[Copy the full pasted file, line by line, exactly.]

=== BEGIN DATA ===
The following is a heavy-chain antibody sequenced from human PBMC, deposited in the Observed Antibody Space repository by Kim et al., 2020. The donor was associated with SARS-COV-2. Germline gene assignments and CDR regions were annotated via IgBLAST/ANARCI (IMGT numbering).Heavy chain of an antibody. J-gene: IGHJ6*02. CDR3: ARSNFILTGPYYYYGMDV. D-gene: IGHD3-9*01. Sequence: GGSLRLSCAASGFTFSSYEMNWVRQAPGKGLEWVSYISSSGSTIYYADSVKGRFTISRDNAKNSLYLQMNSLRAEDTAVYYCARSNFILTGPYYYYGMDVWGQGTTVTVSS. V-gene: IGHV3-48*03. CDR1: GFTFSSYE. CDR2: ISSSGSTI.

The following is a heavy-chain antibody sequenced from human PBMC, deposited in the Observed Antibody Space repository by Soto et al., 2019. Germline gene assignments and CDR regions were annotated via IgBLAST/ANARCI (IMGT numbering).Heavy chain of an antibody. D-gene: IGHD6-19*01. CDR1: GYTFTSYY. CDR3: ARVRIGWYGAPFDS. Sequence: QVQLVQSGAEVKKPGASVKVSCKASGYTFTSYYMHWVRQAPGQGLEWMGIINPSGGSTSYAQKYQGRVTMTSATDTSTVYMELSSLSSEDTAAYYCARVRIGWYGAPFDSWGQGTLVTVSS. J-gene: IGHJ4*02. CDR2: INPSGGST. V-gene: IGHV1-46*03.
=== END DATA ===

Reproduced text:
The following is a heavy-chain antibody sequenced from human PBMC, deposited in the Observed Antibody Space repository by Kim et al., 2020. The donor was associated with SARS-COV-2. Germline gene assignments and CDR regions were annotated via IgBLAST/ANARCI (IMGT numbering).Heavy chain of an antibody. J-gene: IGHJ6*02. CDR3: ARSNFILTGPYYYYGMDV. D-gene: IGHD3-9*01. Sequence: GGSLRLSCAASGFTFSSYEMNWVRQAPGKGLEWVSYISSSGSTIYYADSVKGRFTISRDNAKNSLYLQMNSLRAEDTAVYYCARSNFILTGPYYYYGMDVWGQGTTVTVSS. V-gene: IGHV3-48*03. CDR1: GFTFSSYE. CDR2: ISSSGSTI.

The following is a heavy-chain antibody sequenced from human PBMC, deposited in the Observed Antibody Space repository by Soto et al., 2019. Germline gene assignments and CDR regions were annotated via IgBLAST/ANARCI (IMGT numbering).Heavy chain of an antibody. D-gene: IGHD6-19*01. CDR1: GYTFTSYY. CDR3: ARVRIGWYGAPFDS. Sequence: QVQLVQSGAEVKKPGASVKVSCKASGYTFTSYYMHWVRQAPGQGLEWMGIINPSGGSTSYAQKYQGRVTMTSATDTSTVYMELSSLSSEDTAAYYCARVRIGWYGAPFDSWGQGTLVTVSS. J-gene: IGHJ4*02. CDR2: INPSGGST. V-gene: IGHV1-46*03.